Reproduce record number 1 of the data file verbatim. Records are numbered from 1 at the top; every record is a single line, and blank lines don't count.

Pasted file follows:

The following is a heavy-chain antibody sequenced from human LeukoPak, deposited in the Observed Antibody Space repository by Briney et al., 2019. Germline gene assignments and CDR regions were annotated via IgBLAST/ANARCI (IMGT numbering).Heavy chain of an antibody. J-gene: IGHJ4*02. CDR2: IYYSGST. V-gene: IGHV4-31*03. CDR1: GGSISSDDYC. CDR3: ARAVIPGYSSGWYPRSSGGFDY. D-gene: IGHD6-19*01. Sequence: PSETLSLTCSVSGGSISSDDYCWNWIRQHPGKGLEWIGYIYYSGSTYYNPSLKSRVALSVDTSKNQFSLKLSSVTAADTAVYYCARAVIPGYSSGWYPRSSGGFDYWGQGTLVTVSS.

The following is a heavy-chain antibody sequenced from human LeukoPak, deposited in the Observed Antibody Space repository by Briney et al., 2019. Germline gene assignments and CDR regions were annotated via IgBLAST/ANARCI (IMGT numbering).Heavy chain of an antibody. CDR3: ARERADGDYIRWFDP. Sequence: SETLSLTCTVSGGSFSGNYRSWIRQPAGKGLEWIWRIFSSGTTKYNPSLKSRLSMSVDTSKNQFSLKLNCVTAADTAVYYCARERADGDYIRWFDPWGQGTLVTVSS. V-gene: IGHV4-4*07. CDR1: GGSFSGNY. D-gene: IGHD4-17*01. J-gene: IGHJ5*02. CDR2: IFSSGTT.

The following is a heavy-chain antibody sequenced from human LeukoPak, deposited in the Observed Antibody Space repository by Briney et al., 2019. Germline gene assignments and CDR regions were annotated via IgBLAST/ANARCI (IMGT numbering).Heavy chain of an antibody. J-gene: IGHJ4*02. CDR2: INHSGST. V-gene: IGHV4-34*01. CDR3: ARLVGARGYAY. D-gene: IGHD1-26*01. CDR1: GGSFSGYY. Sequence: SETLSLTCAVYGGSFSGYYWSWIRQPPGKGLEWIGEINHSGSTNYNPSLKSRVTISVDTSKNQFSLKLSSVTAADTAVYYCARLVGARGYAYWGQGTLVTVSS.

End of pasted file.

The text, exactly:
The following is a heavy-chain antibody sequenced from human LeukoPak, deposited in the Observed Antibody Space repository by Briney et al., 2019. Germline gene assignments and CDR regions were annotated via IgBLAST/ANARCI (IMGT numbering).Heavy chain of an antibody. J-gene: IGHJ4*02. CDR2: IYYSGST. V-gene: IGHV4-31*03. CDR1: GGSISSDDYC. CDR3: ARAVIPGYSSGWYPRSSGGFDY. D-gene: IGHD6-19*01. Sequence: PSETLSLTCSVSGGSISSDDYCWNWIRQHPGKGLEWIGYIYYSGSTYYNPSLKSRVALSVDTSKNQFSLKLSSVTAADTAVYYCARAVIPGYSSGWYPRSSGGFDYWGQGTLVTVSS.